The Department of Energy has decided that certain light bulbs won’t have to show improved energy efficiency after all.
The department last week announced it intends to scrap plans for tougher efficiency rules that would have kicked in next year for a variety of bulb types, including reflector, globe-shaped, and candelabra lamps, according to a statement from the American Council for an Energy-Efficient Economy. The new efficiency standards were to be the second stage of a process approved by Congress in 2007.
The announcement won’t affect tougher standards for A-type lamps — the familiar pear-shaped bulbs used in many lamps and fixtures. Those will have to meet the 2020 efficiency minimum of 45 lumens per watt as originally outlined.
The planned expansion of efficiency rules would have extended efficiency requirements to bulbs that are now in nearly 3 billion light sockets in the U.S., the ACEEE said, and pushed incandescent versions of those lamps off the shelves.
The dispute hinges on a definition of a “general service lamp.” Officials decided in 2017 that the list should include reflector lamps, small candelabras, three-way bulbs, and the globe lamps used in bathroom fixtures. That would make them subject to the 45 lumen-per-watt limit next year. The industry fought the decision.
The proposed rule says that DOE has determined that the legal basis for adding those lamps to a list requiring higher efficiency “misconstrued existing law.” The department has scheduled a public meeting on February 28 to discuss the plan and will be taking public comments for 60 days. (You can attend the hearing via webinar by registering here.)
Critics cite cost to consumers, increased power use
Efficiency advocates blasted the plan and said it would cost consumers roughly $100 per year in added electricity costs while pushing up power consumption in the U.S. by 80 billion kWh per year. That’s the combined electricity use in all households in Pennsylvania and New Jersey. The move also would lead to more pollution from power plants.
Andrew deLaski, who heads the Appliance Standards Awareness Project, said in an analysis last year that the standards as originally written would have saved consumers about $22 billion in 2025. Total electricity savings would have exceed 140 billion kWh that year.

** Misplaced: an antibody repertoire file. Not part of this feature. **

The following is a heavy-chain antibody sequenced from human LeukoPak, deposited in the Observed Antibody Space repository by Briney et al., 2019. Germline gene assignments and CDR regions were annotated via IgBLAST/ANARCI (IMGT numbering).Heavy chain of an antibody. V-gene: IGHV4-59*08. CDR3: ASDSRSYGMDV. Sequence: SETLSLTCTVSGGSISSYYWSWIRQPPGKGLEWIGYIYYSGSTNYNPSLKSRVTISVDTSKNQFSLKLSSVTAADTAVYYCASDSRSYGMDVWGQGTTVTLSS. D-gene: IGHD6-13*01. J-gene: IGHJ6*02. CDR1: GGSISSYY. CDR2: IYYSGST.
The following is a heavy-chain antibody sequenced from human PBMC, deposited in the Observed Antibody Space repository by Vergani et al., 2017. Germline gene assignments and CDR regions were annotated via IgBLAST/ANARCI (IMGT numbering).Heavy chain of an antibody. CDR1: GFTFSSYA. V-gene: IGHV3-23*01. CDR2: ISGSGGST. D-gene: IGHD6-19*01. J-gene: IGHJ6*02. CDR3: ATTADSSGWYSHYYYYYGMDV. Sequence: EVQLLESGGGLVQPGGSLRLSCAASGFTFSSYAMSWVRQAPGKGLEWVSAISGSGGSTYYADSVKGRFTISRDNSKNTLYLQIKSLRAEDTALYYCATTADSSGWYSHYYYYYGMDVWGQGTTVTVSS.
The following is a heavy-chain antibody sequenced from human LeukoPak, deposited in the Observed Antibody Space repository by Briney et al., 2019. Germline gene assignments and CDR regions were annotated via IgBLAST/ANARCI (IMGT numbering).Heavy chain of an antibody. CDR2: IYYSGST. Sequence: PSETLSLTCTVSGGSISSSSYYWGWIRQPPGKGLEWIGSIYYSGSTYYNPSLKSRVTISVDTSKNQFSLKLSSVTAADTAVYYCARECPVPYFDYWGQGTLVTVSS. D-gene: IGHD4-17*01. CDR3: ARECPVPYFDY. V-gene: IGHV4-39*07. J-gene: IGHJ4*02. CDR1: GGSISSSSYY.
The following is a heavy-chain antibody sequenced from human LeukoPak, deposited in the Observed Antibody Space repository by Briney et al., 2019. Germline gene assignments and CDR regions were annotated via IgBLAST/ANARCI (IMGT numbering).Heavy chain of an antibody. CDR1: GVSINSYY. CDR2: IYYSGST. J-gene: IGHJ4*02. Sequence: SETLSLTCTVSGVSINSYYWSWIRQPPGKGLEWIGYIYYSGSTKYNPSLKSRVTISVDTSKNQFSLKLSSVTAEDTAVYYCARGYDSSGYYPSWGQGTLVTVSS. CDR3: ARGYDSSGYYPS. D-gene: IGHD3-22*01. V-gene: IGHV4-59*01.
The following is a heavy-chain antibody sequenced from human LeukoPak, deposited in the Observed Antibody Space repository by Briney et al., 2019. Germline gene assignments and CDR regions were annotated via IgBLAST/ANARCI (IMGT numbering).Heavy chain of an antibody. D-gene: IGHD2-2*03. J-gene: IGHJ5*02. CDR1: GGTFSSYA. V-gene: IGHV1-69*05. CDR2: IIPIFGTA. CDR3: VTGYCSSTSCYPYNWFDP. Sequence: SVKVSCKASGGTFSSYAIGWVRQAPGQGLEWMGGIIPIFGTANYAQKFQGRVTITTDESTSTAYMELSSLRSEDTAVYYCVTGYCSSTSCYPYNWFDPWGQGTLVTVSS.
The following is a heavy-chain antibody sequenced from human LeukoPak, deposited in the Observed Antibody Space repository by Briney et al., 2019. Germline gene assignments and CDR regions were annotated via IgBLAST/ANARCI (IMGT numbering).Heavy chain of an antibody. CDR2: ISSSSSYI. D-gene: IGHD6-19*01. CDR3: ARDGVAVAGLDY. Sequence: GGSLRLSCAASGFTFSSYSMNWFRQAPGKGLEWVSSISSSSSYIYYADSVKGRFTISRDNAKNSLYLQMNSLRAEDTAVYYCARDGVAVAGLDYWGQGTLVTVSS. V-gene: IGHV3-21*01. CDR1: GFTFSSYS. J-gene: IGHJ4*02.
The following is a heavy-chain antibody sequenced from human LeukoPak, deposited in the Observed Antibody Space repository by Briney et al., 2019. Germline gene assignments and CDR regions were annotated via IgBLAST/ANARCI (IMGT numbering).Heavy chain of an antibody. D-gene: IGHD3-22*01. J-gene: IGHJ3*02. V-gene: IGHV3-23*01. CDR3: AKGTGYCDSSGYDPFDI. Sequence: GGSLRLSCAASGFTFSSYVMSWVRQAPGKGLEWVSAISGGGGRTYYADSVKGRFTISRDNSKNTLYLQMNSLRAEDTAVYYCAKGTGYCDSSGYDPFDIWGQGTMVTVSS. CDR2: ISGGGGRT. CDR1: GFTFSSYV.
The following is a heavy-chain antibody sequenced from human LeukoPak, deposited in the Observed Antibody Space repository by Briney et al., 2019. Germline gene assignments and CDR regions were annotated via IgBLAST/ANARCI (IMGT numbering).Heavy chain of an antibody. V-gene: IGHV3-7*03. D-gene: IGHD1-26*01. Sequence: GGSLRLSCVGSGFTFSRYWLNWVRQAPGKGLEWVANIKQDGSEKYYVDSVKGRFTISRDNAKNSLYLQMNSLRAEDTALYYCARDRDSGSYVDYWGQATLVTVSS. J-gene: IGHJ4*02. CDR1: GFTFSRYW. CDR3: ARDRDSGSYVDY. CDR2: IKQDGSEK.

“The rollback sought by manufacturers would potentially eliminate all savings from the 2020 standards, slowing the transition to energy-efficient lighting and hurting consumers and the economy,” deLaski wrote.
Writing for the Natural Resources Defense Council, Noah Horowitz said the change would cost consumers as much as $12 billion on their utility bills and mean an additional 34 million tons of carbon dioxide emissions annually.
“DOE’s new proposal rolls back most of the definition that was previously updated in early 2017 by DOE under the Obama administration and needlessly provides a lifeline for the inefficient incandescent and halogen bulbs designed to go into 2.7 billion sockets — just under half of all conventional sockets in the United States — even though more energy-efficient models exist today,” Horowitz said in a blog.
Industry supports the change
The National Electrical Manufacturers Association, a trade group, said in a statement posted at its website that it had requested that the DOE review decisions it made in 2017 that would have broadened the definitions of bulbs to include a number of specialty types.
“NEMA argued that the inclusion of these specialty light bulbs in the definition of general service lamp was inconsistent with the text of the law and they were not ‘general service’ light bulbs,” the statement said. “Congress expressly stated these lamps were ‘not included’ in its definition of general service lamp.”
The group argued that the DOE plan is not actually rolling back any standards: “It is not legally possible to backslide from a point DOE could not legally stand upon in the first place,” it said. “To think otherwise would erode the rule of law and the primacy of Congress in establishing public policy.”
Also, NEMA said, consumers already get it and are switching to more efficient types of bulbs on their own. Shipments of general service LEDs topped compact fluorescent lamps and incandescent bulbs in the third quarter of 2017. By the third quarter of last year, LED lamps accounted for 65% of all general service shipments.
“NEMA estimates that approximately 75-77% of general service lamp sockets are occupied by general service LEDs and compact fluorescent lamps,” the statement said.
NEMA’s position is laid out in two blogs that review Congressional action on efficiency standards (they are available here and here). NEMA says that the 2017 rule adopted by DOE incorrectly applied to certain types of lamps.
“The DOE’s rule redefining general-service lamps was a regulatory expansion that relied upon an interpretation of Congress’s text that, in our view, can only be described as legally erroneous,” NEMA said.
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